Having trouble receiving feedback or criticism is a human thing. We want to be praised and validated in our work.
However, I am a person living with obsessive-compulsive personality disorder (OCPD), and for me, receiving feedback is a total blow to my system: I’m down for the count, and down and out for the rest of the working day. Recommendation to employer: save the criticism until 4 or 5 p.m.
Clearly, I lack resilience in this area.
We are going to break down how receiving criticism relates to OCPD and how we can think of strategies to cope.
a lil bit of research
This quote is from “Living with obsessional personality,” a study by Rowland, Jainer, Panchal:
“This is one of the major issues to work with when living with people with an obsessional personality. They have a very low threshold for feeling hurt and cannot cope with criticism. Any criticism is perceived as an attack on their already perfect standards and they are left feeling out of control. To avoid such criticism, they spend a long time making the ‘correct’ decision or remain indecisive and exercise extreme caution to avoid failure. This results in rumination and fixation and can cause deep hatred, anger and sadness.”
To that, I would also add that criticism results in avoidance, at least for me. Avoidance of working further. Trying not to ruminate, so therefore avoiding. And I tell ya — neither are good in the long run. But then again, do everything in moderation.
a list of beliefs that people with OCPD already have — before receiving a piece of feedback
- my worth comes directly from my work
- my way or the highway
- an attack on my work is an attack on me as a person
- perfectionism — not only in my work but my life, each day / each day should be a good day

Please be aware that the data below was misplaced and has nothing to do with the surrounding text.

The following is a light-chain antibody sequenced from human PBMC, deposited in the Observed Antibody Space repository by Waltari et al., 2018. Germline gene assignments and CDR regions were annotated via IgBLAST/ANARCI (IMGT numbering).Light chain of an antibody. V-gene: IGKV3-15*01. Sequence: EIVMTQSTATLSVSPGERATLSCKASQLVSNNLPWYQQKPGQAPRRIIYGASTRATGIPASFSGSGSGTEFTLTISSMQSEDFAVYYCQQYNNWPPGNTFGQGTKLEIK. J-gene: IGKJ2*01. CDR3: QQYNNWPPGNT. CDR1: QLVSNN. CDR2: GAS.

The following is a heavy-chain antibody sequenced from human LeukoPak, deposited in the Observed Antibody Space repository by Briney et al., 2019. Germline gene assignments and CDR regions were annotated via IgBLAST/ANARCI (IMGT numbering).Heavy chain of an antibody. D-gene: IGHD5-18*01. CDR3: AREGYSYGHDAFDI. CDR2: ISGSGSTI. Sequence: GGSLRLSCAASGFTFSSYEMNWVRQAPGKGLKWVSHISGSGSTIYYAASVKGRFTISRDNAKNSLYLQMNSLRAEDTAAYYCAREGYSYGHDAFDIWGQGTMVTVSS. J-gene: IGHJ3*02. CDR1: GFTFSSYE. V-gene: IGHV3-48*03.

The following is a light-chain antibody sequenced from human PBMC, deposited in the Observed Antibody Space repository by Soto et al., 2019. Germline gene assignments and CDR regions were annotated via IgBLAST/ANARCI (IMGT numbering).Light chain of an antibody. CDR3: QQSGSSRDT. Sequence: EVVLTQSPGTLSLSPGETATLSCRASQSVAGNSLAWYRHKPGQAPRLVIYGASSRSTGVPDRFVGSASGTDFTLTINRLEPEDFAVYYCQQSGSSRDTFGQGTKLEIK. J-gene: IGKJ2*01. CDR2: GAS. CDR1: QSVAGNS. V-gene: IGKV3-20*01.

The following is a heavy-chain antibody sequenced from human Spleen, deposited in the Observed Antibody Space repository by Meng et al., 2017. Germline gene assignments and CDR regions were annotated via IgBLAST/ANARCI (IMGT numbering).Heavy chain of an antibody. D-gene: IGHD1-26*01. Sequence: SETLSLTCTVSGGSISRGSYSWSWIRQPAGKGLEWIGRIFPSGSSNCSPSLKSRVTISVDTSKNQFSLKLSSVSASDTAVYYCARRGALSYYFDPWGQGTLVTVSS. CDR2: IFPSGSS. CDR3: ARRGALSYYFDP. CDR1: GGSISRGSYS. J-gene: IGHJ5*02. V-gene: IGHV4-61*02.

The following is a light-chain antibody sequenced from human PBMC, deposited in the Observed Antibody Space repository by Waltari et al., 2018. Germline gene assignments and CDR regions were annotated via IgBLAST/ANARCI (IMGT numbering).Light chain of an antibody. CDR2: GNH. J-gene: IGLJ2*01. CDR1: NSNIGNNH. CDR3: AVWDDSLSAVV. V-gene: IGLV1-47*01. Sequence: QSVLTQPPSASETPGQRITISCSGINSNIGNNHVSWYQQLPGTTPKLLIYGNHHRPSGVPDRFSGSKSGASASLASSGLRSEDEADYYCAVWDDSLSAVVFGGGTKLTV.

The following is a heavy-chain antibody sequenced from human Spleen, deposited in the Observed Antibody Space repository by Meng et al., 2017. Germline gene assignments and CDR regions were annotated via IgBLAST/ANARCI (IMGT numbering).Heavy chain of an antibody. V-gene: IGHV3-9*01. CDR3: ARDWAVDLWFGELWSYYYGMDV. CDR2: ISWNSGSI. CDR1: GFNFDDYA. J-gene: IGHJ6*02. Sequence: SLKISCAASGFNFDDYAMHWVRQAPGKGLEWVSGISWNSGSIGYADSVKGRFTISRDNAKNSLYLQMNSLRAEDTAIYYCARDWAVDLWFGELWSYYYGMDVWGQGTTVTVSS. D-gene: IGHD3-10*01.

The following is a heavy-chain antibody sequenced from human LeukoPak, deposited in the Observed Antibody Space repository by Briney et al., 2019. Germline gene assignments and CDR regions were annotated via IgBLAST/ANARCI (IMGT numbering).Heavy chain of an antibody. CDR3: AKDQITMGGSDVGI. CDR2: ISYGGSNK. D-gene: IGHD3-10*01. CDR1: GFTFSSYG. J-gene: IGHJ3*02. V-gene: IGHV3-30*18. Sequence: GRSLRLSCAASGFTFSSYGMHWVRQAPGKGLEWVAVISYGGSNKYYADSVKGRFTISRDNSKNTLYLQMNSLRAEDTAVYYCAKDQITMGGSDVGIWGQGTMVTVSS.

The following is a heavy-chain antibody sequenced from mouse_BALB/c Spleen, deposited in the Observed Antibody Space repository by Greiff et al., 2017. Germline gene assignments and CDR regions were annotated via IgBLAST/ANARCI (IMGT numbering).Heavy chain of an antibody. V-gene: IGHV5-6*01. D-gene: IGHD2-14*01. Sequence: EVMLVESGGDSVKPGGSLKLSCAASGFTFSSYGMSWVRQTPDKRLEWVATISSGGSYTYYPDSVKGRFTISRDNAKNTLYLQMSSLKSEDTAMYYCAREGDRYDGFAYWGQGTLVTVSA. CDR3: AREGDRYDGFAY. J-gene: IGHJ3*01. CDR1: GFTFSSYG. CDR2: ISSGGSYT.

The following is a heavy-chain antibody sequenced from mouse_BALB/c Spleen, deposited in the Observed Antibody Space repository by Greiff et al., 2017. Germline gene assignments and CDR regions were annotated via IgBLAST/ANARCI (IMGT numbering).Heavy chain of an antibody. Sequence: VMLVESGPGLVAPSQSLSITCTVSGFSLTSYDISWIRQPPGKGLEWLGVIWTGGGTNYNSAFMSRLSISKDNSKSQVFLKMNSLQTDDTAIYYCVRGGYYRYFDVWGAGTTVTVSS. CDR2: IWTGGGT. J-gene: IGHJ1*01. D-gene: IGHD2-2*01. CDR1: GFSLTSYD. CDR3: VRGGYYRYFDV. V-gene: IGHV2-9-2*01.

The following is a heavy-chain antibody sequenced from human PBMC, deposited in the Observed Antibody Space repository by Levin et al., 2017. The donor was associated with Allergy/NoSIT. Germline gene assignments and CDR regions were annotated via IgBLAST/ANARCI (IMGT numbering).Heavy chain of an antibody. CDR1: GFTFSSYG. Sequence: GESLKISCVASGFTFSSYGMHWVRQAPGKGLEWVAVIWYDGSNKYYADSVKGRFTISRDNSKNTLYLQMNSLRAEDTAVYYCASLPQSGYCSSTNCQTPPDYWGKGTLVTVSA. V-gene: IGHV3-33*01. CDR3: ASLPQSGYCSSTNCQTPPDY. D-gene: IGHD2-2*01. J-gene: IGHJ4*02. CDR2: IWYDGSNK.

Receiving criticism and not having a healthy way to cope actually further solidifies our beliefs in our minds. It exacerbates our problem with OCPD.
See the cycle?
ok, let’s talk coping strategies
Just a reminder: developing strategies for yourself, instead of thinking you’ll find the right one for you from this blog post. But I’ll provide some of my strategies in hopes of sparking ideas for you:
talkbacks (in your mind) & at the ready
- so it goes
- i’ve heard worse
- it hurt my ego, but never my soul (big magic)
- i work to live, i don’t live to work
- literally who cares
- i’d hate to know what you’d say to someone less awesome than i (*chuckles*)
- nobody died
responses (to others)
- “i am appreciative of this feedback” (allows u to practice coping; you don’t have to TAKE the feedback if your way is still better)
- various facial expressions
- a nod
- a nod & raising the corner (add the lips if it feels appropriate)
- the “sure sure mhm sure sure right” – mom talking to her friend on the phone.
- the classic grace helbig coping mechanism that will solve any problem. Yeah, watch the video for a demonstration.
have you thought about it the other way?
Before leaving, I want to encourage you to flip this scenario on its head.
Tell me, if you criticize or comment on a person’s work, does that mean that you think less of them… AS A PERSON?
I’m sure you know that the answer is no — or that it at least should be no. (If the answer is yes, you likely have more topics to explore within yourself.)
So, think about this next time you think that someone’s comment about your work somehow chips away at your character and sense of self.
P.S. in case we haven’t met…
you seem normal is a mental health medium run by 24-year-old communication professional (hello!) who… well, seems normal. Turns out, my roommate is mental illness. Actually more like my unborn, and non-conceived baby. Because it’s like, inside of me. This is getting weird already. Topics of focus: self-awareness (we love it), mood, anger management, perfectionism, relationships & boundaries.
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